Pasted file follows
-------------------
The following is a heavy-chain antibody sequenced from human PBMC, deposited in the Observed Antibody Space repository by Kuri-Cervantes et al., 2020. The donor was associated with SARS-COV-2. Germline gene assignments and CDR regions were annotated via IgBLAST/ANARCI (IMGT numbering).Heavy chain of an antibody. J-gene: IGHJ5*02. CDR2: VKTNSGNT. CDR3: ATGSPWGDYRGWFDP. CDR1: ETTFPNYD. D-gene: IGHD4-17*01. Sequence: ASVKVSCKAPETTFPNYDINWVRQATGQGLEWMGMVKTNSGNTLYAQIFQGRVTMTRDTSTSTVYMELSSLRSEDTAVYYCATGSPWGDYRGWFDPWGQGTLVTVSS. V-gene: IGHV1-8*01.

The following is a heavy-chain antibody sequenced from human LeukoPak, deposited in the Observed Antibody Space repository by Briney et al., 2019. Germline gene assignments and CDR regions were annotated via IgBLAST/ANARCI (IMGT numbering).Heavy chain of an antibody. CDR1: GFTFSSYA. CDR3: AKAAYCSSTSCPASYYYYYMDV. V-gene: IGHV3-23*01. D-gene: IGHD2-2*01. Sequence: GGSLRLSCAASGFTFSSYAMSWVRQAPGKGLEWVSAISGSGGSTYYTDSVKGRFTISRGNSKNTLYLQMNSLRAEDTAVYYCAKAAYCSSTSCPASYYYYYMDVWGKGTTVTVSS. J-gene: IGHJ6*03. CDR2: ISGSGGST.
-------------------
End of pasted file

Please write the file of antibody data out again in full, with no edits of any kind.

The following is a heavy-chain antibody sequenced from human PBMC, deposited in the Observed Antibody Space repository by Kuri-Cervantes et al., 2020. The donor was associated with SARS-COV-2. Germline gene assignments and CDR regions were annotated via IgBLAST/ANARCI (IMGT numbering).Heavy chain of an antibody. J-gene: IGHJ5*02. CDR2: VKTNSGNT. CDR3: ATGSPWGDYRGWFDP. CDR1: ETTFPNYD. D-gene: IGHD4-17*01. Sequence: ASVKVSCKAPETTFPNYDINWVRQATGQGLEWMGMVKTNSGNTLYAQIFQGRVTMTRDTSTSTVYMELSSLRSEDTAVYYCATGSPWGDYRGWFDPWGQGTLVTVSS. V-gene: IGHV1-8*01.

The following is a heavy-chain antibody sequenced from human LeukoPak, deposited in the Observed Antibody Space repository by Briney et al., 2019. Germline gene assignments and CDR regions were annotated via IgBLAST/ANARCI (IMGT numbering).Heavy chain of an antibody. CDR1: GFTFSSYA. CDR3: AKAAYCSSTSCPASYYYYYMDV. V-gene: IGHV3-23*01. D-gene: IGHD2-2*01. Sequence: GGSLRLSCAASGFTFSSYAMSWVRQAPGKGLEWVSAISGSGGSTYYTDSVKGRFTISRGNSKNTLYLQMNSLRAEDTAVYYCAKAAYCSSTSCPASYYYYYMDVWGKGTTVTVSS. J-gene: IGHJ6*03. CDR2: ISGSGGST.